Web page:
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Indian woman, 124, found by Covid doctors could be oldest ever

India’s efforts to vaccinate its elderly population may have accidentally uncovered the world’s oldest woman (Picture: SWNS)

India’s push to vaccinate its elderly population may just have uncovered the oldest woman on the planet.

According to reports in India, medics came across Rehtee Begum when they were going door-to-door to administer vaccines.

She gave her age as 124, a whopping seven years older than Kane Tanaka, a Japanese woman who has a verified age of 117.

In fact, 124 would make her two years older than Jeanne Calment, a French woman who died at 122 in 1997 who is officially recognised as the oldest ever.

The Indian grandmother from the Baramulla district of Jammu and Kashmir showed vaccinators a ration card giving her age as 124.

There has been no official corroboration of her age but health workers were satisfied enough to release the information.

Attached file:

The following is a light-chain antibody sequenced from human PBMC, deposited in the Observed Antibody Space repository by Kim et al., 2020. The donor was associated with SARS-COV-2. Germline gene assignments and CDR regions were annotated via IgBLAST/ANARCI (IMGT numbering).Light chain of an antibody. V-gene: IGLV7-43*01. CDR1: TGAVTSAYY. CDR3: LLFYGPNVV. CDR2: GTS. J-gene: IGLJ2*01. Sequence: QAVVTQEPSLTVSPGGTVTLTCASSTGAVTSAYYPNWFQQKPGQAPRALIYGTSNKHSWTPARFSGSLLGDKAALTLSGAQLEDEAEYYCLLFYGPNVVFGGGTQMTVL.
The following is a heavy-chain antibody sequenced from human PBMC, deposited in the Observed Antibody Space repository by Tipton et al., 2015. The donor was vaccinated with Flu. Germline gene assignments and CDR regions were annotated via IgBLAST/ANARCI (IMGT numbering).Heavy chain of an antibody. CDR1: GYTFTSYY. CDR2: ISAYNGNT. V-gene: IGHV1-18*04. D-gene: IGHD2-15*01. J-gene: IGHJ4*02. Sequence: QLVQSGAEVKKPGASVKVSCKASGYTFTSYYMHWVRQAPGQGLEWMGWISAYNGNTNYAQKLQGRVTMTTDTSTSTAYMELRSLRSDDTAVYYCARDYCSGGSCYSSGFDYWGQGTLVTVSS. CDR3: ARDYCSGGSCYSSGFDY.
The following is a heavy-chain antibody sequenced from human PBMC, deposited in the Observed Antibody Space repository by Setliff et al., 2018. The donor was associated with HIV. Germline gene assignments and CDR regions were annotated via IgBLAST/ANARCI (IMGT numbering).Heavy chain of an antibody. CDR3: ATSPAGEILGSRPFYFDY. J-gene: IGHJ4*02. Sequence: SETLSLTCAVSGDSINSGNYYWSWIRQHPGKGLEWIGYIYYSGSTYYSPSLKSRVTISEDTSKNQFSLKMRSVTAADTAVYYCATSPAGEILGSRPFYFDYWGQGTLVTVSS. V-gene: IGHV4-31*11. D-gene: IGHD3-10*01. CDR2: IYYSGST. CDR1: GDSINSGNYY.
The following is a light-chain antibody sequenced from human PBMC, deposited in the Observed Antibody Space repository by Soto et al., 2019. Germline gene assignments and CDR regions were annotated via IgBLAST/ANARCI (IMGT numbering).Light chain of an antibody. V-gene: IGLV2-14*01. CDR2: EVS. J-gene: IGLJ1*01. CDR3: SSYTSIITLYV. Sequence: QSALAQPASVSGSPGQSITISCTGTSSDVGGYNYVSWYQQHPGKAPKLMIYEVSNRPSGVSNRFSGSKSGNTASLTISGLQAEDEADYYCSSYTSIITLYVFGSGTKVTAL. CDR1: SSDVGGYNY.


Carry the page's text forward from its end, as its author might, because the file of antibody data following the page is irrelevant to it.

A doctor confirmed she was given a jab on Wednesday at a mobile inoculation unit, as did the region’s department of information.

Rehtee Begum – who claims to be 124 – would be the oldest woman in the word if her age could be officially verified (Picture: SWNS)
Her age has not been formally confirmed – but Rehtee has a ration card giving her age as 124 (Picture: SWNS)

India has experienced a devastating wave of Covid-19 infections in recent months.

A rise in cases was fuelled by a mutation in the virus – now known as the Delta variant – which has travelled around the world to become the dominant strain in the UK and elsewhere.

The country of more than 1.3 billion has officially recorded more than 340,000 deaths but it’s believed the true toll could be higher.

India recorded 131,000 new cases on June 3, down from more than 400,000 a day at the height of its May peak.

Vaccinating the country’s large population is a monumental logistical challenge.

Prime Minister Narendra Modi and his government have been criticised by India’s Supreme Court for the pace of the rollout, according to the BBC.

Reliance on mobile apps to register for jabs has been contentious in a country with large rural areas, as has a decision to make some younger people pay for jabs.

Get in touch with our news team by emailing us at webnews@metro.co.uk.

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